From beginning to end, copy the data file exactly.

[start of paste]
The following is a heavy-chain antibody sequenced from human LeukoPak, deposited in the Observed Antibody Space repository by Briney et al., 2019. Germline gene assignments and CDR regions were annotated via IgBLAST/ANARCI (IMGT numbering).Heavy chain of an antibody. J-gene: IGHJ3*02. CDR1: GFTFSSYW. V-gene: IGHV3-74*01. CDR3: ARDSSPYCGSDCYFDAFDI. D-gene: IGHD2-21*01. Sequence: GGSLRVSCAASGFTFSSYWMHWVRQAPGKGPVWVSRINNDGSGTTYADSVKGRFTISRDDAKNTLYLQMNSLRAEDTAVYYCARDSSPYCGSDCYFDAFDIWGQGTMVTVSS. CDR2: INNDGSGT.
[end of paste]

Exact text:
The following is a heavy-chain antibody sequenced from human LeukoPak, deposited in the Observed Antibody Space repository by Briney et al., 2019. Germline gene assignments and CDR regions were annotated via IgBLAST/ANARCI (IMGT numbering).Heavy chain of an antibody. J-gene: IGHJ3*02. CDR1: GFTFSSYW. V-gene: IGHV3-74*01. CDR3: ARDSSPYCGSDCYFDAFDI. D-gene: IGHD2-21*01. Sequence: GGSLRVSCAASGFTFSSYWMHWVRQAPGKGPVWVSRINNDGSGTTYADSVKGRFTISRDDAKNTLYLQMNSLRAEDTAVYYCARDSSPYCGSDCYFDAFDIWGQGTMVTVSS. CDR2: INNDGSGT.